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Highland Bridge Green Infrastructure


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Infrastructure Construction Complete

Elevating Sustainability: Highland Bridge Embraces Green Infrastructure for Sustainable Development


The City of Saint Paul and CRWD planned for a comprehensive stormwater management approach and a re-creation of the historic Hidden Falls Creek, eliminating the need for individual treatment systems scattered across the site. This method – called shared, stacked green infrastructure – will reduce the overall cost of managing stormwater on the site while adding beauty, wildlife habitat, and recreational opportunities.

A map of the Highland area indicates the direction of stormwater runoff from adjacent streets. Arrows show that the stormwater will go through rain gardens and underground stormwater treatments before going into the main river, through Hidden Falls, and then drain into the Mississippi River.

Regional Stormwater Treatment

The new Highland Bridge community will benefit from a shared regional stormwater approach. Several large clean water practices both at the surface and underground will capture and filter stormwater runoff from the 122-acre site to reuse in the central water feature and Hidden Falls Creek. The stormwater systems include underground storage and filtration chambers and several large rain gardens. Combined, the stormwater systems will capture and clean 64 million gallons annually, preventing an estimated 28 tons of total suspended solids and 147 pounds of phosphorus from entering the Mississippi River each year.

Central Water Feature and Hidden Falls Creek

The central water feature will receive filtered stormwater before flowing south to the reimagined Hidden Falls Creek. Both will offer recreational opportunities for visitors, provide wildlife habitat, and add beauty to the site.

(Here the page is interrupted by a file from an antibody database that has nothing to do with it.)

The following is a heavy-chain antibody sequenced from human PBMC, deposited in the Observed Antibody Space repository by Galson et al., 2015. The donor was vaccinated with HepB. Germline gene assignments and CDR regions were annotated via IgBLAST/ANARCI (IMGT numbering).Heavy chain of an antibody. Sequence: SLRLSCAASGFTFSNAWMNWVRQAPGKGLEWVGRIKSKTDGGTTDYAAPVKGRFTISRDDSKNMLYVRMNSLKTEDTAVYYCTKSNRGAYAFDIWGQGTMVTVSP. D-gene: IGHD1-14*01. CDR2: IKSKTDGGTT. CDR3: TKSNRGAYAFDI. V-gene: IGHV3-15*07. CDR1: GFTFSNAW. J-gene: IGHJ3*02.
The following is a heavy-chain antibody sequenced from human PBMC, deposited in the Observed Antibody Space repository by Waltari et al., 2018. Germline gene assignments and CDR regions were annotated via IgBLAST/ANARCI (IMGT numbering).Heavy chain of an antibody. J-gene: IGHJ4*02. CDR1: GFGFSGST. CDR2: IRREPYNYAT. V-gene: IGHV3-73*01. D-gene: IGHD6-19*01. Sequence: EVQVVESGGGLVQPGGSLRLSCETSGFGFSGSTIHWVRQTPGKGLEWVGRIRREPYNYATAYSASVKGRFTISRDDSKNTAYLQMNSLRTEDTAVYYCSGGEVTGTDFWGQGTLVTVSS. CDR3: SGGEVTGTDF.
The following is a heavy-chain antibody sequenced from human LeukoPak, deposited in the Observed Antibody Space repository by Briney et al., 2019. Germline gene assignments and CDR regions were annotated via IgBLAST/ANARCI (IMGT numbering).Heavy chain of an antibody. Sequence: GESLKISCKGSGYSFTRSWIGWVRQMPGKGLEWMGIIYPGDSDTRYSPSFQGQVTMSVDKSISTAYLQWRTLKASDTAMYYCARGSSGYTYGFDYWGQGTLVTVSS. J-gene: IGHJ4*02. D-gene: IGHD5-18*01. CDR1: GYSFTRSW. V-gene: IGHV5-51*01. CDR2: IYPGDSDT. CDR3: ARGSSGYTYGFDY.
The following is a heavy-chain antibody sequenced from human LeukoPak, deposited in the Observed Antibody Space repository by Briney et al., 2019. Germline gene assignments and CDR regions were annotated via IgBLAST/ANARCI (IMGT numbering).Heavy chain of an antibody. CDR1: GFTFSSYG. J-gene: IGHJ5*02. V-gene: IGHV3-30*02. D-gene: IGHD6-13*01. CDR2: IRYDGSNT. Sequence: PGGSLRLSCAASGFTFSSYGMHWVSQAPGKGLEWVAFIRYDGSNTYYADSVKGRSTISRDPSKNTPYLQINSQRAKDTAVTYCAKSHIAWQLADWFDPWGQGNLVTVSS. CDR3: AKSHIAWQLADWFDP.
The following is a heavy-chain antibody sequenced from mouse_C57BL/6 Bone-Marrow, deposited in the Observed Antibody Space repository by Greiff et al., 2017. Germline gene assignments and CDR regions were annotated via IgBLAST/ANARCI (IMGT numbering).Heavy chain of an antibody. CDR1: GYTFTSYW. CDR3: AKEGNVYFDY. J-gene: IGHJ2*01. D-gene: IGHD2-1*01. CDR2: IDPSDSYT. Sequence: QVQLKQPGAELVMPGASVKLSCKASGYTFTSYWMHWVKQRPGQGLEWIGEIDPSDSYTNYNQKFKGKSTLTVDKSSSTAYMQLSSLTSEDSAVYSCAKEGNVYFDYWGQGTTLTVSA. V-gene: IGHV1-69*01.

Mississippi River Boulevard Tunnel

The reimagined Hidden Falls Creek will flow to Hidden Falls Regional Park through a 90-foot tunnel underneath Mississippi River Boulevard. Adjacent to the creek, a paved pedestrian and bike path will follow the creek through the tunnel and end at a plaza overlooking Hidden Falls.

Natural Landscaping

More than a thousand trees will be planted throughout Highland Bridge, including but not limited to the 50-plus acres of public and open space. Widened boulevard plantings will feature non-invasive species, mostly native. The parks and civic spaces will also include natural, native landscaping selections that will offer changes from season to season. In addition, predicted landscaping will use 50 percent less water than a traditionally irrigated site. Landscaped walking trails will connect to the adjacent trail system and neighborhoods.

Summary and contacts

Contact persons

  • Main contact person Andrew Hogg
    Andrew Hogg
    Water Resources Coordinator
    City of Saint Paul
  •  Kurt Schultz
    Kurt Schultz
    Program Coordinator
    City of Saint Paul
Information updated 04/24/2023